Near-Term Outlook for Small Fleets

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On a recent DAT Freight & Analytics show, we interviewed Todd Amen, CEO and Founder of ATBS, to talk about owner-operator and small fleet viability. Here’s an excerpt:

Dean Croke (DC): Now 2022 is in the books. What’s the outlook for small carriers this year?

Todd Amen (TA): As you guys have been talking about, this is a challenging year. We knew it would be as we worked with our drivers and talked to fleets. There’s optimism for the back half of the year, but that’s probably based on history. Difficult truck markets typically happen quickly and relatively deeply; we’ve already had almost a year of that. The worst case is usually 18 months, so we’re assuming things will get a bit better by the third quarter of this year, but we have more pain before we get good, that’s for sure. It’s going to be another tough few months.

DC: In your benchmarking series of webinars in the last couple of months, it was a surprise to hear miles were down about 11% yearly, even lower than in 2018. Why do you think that is?

TA: It’s a mystery for us at the moment. Going back to 25 years of data, we see that drivers run fewer miles when times are good, and so with COVID, there was a significant drop in mileage. Drivers were pickier about loads, took more time off, made more money, and wanted to enjoy the time off. When things get difficult like they are now, typically within three to four months, when income goes down, drivers run more miles because that’s the only way to run and make more money. In 2022 we saw miles 11% lower than a year ago and at record-low levels.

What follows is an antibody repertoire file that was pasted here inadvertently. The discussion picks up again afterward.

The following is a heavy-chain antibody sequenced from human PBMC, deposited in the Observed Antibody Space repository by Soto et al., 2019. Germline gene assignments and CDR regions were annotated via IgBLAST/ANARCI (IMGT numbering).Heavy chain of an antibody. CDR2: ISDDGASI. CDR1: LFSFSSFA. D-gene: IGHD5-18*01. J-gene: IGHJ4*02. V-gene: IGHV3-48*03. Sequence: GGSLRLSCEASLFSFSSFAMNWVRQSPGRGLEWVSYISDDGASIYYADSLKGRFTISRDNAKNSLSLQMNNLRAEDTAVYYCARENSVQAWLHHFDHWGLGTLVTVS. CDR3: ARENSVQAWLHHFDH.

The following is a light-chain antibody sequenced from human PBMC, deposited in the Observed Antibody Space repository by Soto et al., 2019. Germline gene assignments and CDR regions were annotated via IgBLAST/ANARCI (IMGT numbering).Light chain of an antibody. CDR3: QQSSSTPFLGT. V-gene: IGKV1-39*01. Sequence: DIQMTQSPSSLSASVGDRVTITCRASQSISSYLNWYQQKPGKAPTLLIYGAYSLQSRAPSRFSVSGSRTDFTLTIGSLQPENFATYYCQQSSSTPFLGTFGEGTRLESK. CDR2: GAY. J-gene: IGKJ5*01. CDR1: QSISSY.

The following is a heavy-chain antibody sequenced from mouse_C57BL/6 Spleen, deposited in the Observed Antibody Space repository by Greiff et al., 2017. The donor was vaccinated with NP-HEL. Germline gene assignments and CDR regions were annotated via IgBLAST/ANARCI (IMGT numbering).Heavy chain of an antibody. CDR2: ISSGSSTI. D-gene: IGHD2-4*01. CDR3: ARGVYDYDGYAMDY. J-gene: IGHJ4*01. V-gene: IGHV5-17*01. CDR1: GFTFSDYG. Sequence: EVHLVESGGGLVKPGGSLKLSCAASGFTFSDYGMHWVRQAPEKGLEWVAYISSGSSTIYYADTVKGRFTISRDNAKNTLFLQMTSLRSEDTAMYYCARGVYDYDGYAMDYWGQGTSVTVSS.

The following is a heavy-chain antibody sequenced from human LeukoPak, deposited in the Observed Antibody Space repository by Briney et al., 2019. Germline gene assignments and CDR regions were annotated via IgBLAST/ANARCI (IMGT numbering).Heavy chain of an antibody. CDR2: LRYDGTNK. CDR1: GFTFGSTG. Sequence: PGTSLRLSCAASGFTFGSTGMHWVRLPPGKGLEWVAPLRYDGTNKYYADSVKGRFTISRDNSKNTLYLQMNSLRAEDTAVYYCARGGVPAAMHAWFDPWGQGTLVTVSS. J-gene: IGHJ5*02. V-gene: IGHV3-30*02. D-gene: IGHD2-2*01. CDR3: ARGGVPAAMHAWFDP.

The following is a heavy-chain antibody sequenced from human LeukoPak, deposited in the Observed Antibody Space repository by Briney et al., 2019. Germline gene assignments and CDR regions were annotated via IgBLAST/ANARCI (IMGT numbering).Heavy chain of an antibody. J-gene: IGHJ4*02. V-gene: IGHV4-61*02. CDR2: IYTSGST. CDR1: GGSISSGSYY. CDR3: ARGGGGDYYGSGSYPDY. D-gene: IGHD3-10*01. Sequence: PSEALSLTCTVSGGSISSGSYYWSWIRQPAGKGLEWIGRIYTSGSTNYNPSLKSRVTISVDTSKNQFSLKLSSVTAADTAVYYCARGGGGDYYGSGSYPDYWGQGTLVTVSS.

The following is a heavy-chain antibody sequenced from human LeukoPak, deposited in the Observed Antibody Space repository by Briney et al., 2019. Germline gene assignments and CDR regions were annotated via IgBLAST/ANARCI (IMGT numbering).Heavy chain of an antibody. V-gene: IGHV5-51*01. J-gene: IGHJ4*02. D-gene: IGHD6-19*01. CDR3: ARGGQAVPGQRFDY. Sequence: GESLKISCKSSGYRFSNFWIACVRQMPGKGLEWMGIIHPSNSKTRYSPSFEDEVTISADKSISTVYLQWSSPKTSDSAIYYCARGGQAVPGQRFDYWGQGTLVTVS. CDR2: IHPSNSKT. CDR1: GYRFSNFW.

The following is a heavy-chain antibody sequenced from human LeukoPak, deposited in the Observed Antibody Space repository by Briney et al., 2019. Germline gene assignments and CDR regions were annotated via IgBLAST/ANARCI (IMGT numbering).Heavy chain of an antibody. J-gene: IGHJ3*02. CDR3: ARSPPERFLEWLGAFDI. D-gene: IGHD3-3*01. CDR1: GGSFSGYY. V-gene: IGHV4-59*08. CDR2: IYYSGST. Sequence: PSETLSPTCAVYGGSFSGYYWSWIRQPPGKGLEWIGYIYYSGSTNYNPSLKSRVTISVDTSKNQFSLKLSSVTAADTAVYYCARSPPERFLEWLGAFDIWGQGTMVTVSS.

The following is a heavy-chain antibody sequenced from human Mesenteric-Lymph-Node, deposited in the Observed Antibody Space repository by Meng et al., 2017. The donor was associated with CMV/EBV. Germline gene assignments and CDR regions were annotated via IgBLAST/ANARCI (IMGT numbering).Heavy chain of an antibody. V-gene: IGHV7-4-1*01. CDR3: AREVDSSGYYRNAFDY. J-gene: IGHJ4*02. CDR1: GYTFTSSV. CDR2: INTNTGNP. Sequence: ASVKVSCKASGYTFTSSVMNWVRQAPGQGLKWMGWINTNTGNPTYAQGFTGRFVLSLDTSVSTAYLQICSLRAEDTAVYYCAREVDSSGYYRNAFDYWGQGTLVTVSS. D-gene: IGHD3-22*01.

DC: What are your thoughts on why carriers run fewer miles when they’d typically do the opposite?

TA: There are a few reasons. There’s the regionalization of freight and highway congestion, but there are many new things, including shipper delays, especially for the small fleet. A small owner-operator that doesn’t have access to trailer pools for drop and hook like a big fleet. Shippers and receivers need more labor, creating delays at the shipper and receiver dock door for small carriers, especially when live loads are involved. There are also maintenance delays because people don’t have labor to fix trucks, so all those combined add to just record-low miles.

Ken Adamo (KA): It’s not just carriers, brokers are very concerned as they’re probably making more per load from margin percentage, but they’re moving fewer loads. So they need to reconfigure their businesses much like truck drivers need to reconfigure their businesses to accommodate shifting prices and quantities.

TA: One of the most interesting things about low miles is how to quantify that. 11% fewer miles in 2022 is also down 20% since 2018. Let’s say there are 300,000 owner-operators; that’s like taking 60,000 trucks off the road 

DC: Net income was around $70,000 in 2021; where did small fleets end in 2022?

TA: In 2021 the average income was $72,000 based on 20,000 drivers. Last year, it was $64,500. So it’s down significantly. And that’s really why I say it’s a mystery that miles haven’t picked up because, typically, when people build their lifestyle around higher earning levels, they borrow and buy things as they make more money. So it’s surprising that the miles have been picked up to offset that income decrease because it’s down 10% from what it was a year ago.

The full interview can be found here.

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